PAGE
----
China-Ireland beef talks ‘very positive’, says Michael Creed

Chinese minister vows to speed up completion of Irish beef production audit report

Minister for Agriculture Michael Creed  said talks with a top Chinese quarantine inspection minister were very “encouraging”. Photograph: Paul McErlane/Bloomberg News

Minister for Agriculture Michael Creed said talks with a top Chinese quarantine inspection minister were very “encouraging”. Photograph: Paul McErlane/Bloomberg News


Minister for Agriculture Michael Creed has held “very positive” talks in Beijing with a top Chinese quarantine inspection minister on getting access for Irish beef to the lucrative China market.

Mr Creed met Zhi Shuping, the senior minister with responsibility for the Quarantine Inspection Service in China (AQSIQ), during the China leg of a major trade mission to Asia.

“It was a very encouraging engagement with minister Zhi. We are conscious that we are outside knocking at the door, and they are the guardians of the citizens here in respect of food safety. We wouldn’t be knocking at the door if we didn’t think we meet all the criteria,”he told The Irish Times.


China’s importance to Irish agriculture has grown strongly, with food exports to China growing by 16 per cent last year. China is now Ireland’s third largest food and drink market worldwide, after Britain and the United States, the second largest dairy market after Britain and our second biggest pig meat market after the UK, accounting for almost 30 per cent of total exports.

China banned EU beef imports over mad cow disease, or BSE, 16 years ago, but last year it was announced that the ban was being lifted for Irish beef.

However, the process appeared to run into difficulty after Ireland signed up to a motion at the United Nations Human Rights Council, tabled by the US, highlighting China’s “ongoing problematic human rights record”, with particular focus on the forced return of suspected dissidents from overseas.

Mr Creed said a general audit of Irish beef production had taken place in January.

“We would be quite confident that when they report, that they will give us the green light to move to the next phase which involves protocols and veterinary certification. This is the significant hurdle we have to clear, once we clear this it’s reasonable plain sailing after that,” he said, speaking at a trade reception in the Irish Embassy in Beijing, hosted by Irish Ambassador to China Paul Kavanagh.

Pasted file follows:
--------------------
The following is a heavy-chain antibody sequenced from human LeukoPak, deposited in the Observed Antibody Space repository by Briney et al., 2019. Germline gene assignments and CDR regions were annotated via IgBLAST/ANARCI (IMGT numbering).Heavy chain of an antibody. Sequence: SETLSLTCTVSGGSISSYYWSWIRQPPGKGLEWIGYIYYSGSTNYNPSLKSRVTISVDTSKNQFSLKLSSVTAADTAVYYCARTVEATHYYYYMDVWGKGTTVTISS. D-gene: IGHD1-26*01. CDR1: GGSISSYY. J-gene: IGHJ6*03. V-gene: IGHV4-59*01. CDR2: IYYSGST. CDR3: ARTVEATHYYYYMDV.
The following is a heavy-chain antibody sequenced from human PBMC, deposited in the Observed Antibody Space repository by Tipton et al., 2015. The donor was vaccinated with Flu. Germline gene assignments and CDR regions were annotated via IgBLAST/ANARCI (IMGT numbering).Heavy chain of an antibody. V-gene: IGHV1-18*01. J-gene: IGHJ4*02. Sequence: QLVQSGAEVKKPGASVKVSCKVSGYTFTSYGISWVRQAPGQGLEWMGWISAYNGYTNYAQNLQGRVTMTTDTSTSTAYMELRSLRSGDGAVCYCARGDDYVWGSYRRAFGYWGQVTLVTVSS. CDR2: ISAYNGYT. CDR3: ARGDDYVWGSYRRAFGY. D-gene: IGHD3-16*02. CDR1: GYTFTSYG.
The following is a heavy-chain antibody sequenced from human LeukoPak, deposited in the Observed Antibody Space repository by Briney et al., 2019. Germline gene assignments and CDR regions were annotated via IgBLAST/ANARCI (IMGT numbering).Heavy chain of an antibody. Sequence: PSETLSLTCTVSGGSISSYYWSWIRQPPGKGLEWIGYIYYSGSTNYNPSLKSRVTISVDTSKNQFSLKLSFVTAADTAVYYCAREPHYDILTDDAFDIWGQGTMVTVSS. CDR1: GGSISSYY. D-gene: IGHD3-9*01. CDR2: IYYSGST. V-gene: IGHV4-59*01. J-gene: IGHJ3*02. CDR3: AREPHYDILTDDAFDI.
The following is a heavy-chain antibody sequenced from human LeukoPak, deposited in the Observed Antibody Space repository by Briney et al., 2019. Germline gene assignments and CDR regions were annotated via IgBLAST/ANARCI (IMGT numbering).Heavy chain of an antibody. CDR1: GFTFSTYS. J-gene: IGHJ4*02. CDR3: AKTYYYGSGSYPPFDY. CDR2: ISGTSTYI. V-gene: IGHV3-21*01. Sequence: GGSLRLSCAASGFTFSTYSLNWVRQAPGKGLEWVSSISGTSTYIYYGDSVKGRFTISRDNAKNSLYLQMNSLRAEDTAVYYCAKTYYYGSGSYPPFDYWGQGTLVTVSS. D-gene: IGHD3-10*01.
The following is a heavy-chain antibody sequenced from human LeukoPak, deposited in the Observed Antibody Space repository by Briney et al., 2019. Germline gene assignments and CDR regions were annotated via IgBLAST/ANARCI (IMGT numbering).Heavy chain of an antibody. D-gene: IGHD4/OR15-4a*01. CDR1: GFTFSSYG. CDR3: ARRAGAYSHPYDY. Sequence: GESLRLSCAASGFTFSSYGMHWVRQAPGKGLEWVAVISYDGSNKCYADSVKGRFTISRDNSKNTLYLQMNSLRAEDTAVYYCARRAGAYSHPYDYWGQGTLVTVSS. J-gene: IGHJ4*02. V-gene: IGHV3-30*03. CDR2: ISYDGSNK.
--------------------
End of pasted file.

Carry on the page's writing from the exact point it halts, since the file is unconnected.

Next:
The Chinese minister had pledged to urge AQSIQ officials to accelerate the completion of a report on a technical inspection carried out in January of this year.

Aidan Cotter, chief executive of Bord Bia, who is travelling with the trade mission, welcomed the progress made by Mr Creed.

“Bord Bia’s consumer insight team visited China recently to assess the consumer sentiment in relation to Irish beef and one of the big themes to emerge was the extent to which Chinese consumers are prepared to pay a premium for quality beef. It all points to a big opportunity for Irish beef,” said Mr Cotter.

There has been a two and a half fold increase in Ireland’s agrifood exports to China from €240 million in 2012 to €610 million in 2015.

During the day, Mr Creed visited the Sanyuan dairy factory, which is part of the large state-owned Sanyuan group and Dairygold and Teagasc signed a memo of understanding with Sanyuan.


Later at the embassy, where the Minister opened his speech with a quotation from China’s founding father, chairman Mao Zedong, the US animal nutrition company Alltech signed a memorandum with the financial services arm of the white goods giant Haier to explore co-operation on developing the agriculture section in China.

“Haier is one of the world’s largest suppliers of white goods, and we bought GE Appliances this year, but we want to diversify, and we see a lot of opportunities in the agriculture area. We see opportunities to integrate solutions for the Chinese agriculture industry,” said Jason Zhou, chief executive of Haier Financial Services.

Mark Lyons, global vice president and head of Greater China at Alltech, said the two companies were looking at the whole ecosystem of the industry.

“We can help it to connect from one end to another. We will initially look at the beef sector in five provinces, also in the egg industry.

All of these industries have some requirements on consolidation or efficiency improvements. Alltech can help with technology on the efficiency side,” said Mr Lyons.

The trade mission is in two parts, with Minister of State at the Department Andrew Doyle travelling to Vietnam and Korea. About 30 Irish agrifood and fisheries companies are taking part on the mission.